24: Other volcanoes in Ecuador pierce the clouds and the skyline in the distance.
25: Heading down and loving it. Our guides said we did it in amazing time, just proving gringos from sea level still dominate.
26: Bonanza in Ecuador. I got the lazy horse, Steve got the fast horse. I would have paid to see Steve galloping around a corner and fall off, only to recover a second later.
27: An alpaca aka Nelsy Mane. Living the good life.
29: Huaraz, Peru
30: The mountains dominate the vista around the city. It was awe inspiring to walk around a city in the middle of the Central Andes.
32: These pictures are actually from a town in the south of Peru called Arequipa. The city is very dry and is located next to a huge canyon. Steve and I met some locals to go rock climbing for a couple of days.
33: A small town right outside of the mountain range. This is a view from our $20 a night hotel room. So awesome! | A church in the town. Everything seems older due to the Spanish colonial architecture everywhere.
34: The path into the mountains. A local needed our help with the load he was carrying. Steve obliges the villager.
35: Llamacorral was our first nights camp ground. Dozens of pack animals and livestock existed throughout the canyon. | The whole trail ran along glacial streams and lakes. The whole valley on this side of the mountains was lush and full of life.
36: We attempted to throw our packs on the back of the Donkeys but they were unwilling assistants | We met some friends along the way that loved Cheetos and apples.
38: Even filtering water was awesome on this trail. Still, an extremely mundane task. | Steve found a nice cattle skeleton that he promptly put on a stick for a photo op.
39: Steve playing the stupid flute he bought in Trujillo. Man was that thing annoying. | Can't beat a lunch break next to that.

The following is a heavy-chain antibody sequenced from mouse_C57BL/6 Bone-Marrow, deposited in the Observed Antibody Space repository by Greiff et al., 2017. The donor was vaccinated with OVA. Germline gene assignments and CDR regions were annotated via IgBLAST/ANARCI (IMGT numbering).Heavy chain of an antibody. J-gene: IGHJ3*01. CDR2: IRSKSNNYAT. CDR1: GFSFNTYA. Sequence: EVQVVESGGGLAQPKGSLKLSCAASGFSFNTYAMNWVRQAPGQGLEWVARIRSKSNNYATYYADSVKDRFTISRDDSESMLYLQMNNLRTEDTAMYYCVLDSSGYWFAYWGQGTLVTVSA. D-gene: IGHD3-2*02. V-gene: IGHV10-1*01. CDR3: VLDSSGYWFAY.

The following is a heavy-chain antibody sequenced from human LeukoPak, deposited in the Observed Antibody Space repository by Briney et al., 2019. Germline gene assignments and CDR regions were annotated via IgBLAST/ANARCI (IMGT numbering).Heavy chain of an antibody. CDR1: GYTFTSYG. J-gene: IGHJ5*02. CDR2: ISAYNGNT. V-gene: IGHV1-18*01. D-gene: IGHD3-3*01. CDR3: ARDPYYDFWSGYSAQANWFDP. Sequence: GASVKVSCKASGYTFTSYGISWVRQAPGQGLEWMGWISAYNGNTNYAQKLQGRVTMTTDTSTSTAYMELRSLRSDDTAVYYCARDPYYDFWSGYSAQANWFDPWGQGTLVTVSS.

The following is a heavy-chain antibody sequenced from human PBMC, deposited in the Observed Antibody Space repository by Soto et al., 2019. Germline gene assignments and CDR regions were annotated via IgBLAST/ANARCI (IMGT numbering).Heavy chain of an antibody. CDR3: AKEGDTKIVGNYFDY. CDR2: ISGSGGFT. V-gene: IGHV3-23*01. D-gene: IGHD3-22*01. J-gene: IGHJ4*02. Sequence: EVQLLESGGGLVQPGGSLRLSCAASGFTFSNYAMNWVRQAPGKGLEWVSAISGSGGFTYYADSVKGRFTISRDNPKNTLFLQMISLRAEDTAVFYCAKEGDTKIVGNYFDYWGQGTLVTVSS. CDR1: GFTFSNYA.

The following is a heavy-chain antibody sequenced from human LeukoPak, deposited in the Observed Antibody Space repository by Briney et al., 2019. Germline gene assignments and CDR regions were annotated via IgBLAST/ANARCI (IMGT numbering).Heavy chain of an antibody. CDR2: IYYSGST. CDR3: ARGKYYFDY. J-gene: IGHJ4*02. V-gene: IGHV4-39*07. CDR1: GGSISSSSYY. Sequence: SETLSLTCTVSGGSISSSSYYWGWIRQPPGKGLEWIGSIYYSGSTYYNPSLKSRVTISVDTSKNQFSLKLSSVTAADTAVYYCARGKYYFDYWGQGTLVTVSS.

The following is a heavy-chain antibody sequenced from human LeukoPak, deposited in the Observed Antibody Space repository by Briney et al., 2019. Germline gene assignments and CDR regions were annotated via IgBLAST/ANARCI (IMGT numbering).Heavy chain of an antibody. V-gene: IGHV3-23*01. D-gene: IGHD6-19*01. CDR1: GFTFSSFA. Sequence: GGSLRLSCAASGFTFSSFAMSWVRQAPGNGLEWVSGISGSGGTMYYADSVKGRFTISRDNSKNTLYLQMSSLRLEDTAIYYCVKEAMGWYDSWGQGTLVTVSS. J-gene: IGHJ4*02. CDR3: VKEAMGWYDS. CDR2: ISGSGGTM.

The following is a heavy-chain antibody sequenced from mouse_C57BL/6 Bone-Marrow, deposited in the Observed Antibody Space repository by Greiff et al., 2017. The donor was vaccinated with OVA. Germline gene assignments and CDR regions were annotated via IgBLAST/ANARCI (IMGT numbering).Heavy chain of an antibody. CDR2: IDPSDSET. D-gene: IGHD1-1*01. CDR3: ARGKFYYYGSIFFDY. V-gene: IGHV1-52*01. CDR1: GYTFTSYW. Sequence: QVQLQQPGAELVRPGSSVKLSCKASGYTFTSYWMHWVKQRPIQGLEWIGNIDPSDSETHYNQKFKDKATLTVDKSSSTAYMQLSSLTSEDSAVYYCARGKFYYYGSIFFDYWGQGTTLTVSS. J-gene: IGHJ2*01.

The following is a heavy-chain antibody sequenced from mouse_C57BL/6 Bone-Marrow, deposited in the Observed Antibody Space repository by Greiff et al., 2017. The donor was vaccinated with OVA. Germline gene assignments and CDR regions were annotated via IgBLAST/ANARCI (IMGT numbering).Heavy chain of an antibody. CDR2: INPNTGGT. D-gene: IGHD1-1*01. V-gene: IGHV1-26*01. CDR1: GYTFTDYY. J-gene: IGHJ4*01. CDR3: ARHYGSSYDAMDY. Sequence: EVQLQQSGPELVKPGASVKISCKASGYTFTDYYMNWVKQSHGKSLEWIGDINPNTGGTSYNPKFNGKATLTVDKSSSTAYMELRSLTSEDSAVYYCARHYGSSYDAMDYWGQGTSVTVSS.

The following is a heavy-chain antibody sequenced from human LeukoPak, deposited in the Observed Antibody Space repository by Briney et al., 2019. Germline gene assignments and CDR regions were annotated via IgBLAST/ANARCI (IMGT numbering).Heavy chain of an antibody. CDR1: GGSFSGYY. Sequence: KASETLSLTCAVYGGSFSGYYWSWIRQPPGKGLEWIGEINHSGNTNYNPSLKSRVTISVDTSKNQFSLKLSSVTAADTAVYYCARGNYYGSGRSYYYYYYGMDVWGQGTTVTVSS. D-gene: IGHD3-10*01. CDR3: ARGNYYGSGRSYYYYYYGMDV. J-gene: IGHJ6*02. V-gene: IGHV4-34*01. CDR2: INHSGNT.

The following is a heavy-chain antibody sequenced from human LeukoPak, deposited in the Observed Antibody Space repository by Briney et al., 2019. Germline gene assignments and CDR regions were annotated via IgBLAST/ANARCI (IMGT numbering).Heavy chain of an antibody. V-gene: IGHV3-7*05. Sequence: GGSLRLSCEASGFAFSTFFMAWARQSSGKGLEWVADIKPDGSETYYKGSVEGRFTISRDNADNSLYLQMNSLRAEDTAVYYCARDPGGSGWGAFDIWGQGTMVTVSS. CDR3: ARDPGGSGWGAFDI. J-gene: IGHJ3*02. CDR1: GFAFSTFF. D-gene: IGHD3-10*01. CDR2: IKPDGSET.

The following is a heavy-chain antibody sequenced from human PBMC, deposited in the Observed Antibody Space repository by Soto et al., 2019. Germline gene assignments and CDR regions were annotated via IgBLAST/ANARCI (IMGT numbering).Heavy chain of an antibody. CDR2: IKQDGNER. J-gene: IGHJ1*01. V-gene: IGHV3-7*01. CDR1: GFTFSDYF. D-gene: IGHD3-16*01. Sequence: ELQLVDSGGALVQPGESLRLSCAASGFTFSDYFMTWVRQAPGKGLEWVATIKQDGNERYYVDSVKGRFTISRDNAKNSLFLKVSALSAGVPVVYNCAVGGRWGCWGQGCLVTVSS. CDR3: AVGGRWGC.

40: I decided to go for a swim in the lake. I figured it would be cold. The water was literally melting off the glacier a thousand feet above us. | Absolutely beautiful scenery. It was hard to stay on track because of all the places you just wanted to spend a whole day soaking in.
42: Views of the surrounding mountains | We didn't have the energy or the desire to summit any of these peaks. They looked gnarly anyways.
43: A view of the valley.
44: A picture of one of the lakes and the bottom of the glacier that feeds it. | Steve posing on the way to the top. A view of the valley right below the cloud line.
46: Punta Union is the highest point along the trail, acting as a pass between the mountains.
47: There were a ton of rainbows in the mountains because of all the low hanging clouds. | The weather on the other side of the pass was terrible. We were rained and misted on for 2 days straight. Luckily our gear stood up to the test but it was miserable.
48: Natives use the trail between the mountains to commute between towns. We saw several groups of Peruvians transporting supplies on foot or with donkeys on the trail. | Cuy (Coo - E) a.k.a Guinea Pig is a delicacy in Peru. I decided to not try the cuy while in Peru. Never had the desire to eat a glorified rat.
51: These pictures are from the van ride we took to leave Huascaran. I don't think I have ever been more scared to ride in a van in my life. It was raining outside and the road along the canyon twisted and turned like something from a scary cartoon.
52: A well deserved rest break after the mountains. Cable TV and 2 beds for $10 a night. | Baby llama and his buddy. The kid knew tourists were suckers and he charged to pet the llama.